Globally, pelagic longlining has the highest rate of shark catch (as a target and nontarget species) of any fishery. Most shark species are quite vulnerable to this practice, since several aspects of their biology make them highly susceptible to overfishing, including:

  1. slow growth rates,
  2. late maturation,
  3. long pregnancies,
  4. low fertility, and
  5. long life spans.

Millions of sharks are caught with longline gear every year. It is increasingly evident that at least a few of these species are in steep decline because of this intense fishing pressure: fishers are catching fewer of them (despite an increase in effort) and those individuals that they are catching are smaller in size. One of the reasons that data collection about your shark catches is important is that it allows scientists to determine which stocks are healthy and which require additional measures to ensure that they remain a functional part of the marine ecosystem.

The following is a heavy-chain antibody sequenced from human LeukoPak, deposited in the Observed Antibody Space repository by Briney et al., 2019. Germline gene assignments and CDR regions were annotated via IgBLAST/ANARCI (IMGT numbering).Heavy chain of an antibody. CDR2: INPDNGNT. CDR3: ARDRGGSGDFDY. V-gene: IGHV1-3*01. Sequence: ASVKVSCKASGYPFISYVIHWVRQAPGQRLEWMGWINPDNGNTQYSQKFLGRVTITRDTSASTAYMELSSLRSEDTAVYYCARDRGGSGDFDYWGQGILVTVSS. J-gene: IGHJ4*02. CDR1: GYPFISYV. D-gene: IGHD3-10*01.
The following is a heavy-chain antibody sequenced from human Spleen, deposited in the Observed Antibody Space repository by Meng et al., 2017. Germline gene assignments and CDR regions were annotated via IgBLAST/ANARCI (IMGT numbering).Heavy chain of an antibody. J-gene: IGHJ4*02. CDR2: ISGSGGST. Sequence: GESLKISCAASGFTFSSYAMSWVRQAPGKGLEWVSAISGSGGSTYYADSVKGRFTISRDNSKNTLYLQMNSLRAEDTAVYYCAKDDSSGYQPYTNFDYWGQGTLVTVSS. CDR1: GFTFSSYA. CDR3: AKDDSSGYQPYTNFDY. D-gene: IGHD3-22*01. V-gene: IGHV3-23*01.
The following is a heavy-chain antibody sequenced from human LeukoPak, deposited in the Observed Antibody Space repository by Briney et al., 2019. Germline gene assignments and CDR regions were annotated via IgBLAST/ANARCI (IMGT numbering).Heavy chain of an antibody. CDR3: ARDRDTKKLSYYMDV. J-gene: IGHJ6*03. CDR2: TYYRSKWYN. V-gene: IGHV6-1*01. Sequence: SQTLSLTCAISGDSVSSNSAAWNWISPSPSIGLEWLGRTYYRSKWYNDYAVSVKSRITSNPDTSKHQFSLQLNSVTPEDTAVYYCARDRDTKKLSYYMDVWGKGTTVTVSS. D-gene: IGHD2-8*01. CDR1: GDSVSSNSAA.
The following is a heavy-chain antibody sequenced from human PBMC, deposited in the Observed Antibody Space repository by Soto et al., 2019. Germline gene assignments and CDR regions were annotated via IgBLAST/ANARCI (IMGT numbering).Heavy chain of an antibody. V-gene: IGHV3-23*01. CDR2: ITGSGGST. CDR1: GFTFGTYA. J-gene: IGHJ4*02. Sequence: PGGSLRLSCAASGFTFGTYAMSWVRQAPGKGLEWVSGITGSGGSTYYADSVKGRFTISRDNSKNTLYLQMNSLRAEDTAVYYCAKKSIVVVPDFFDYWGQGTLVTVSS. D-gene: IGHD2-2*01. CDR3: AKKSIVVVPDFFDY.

There are a few simple actions that you can take to reduce the incidental catch of sharks, and fewer hooked sharks means more open hooks for tuna and less time spent wrestling with sharks during hauling. Here we will briefly review the most commonly encountered sharks, effective ways to avoid catching sharks, and how to handle and release them if they are caught.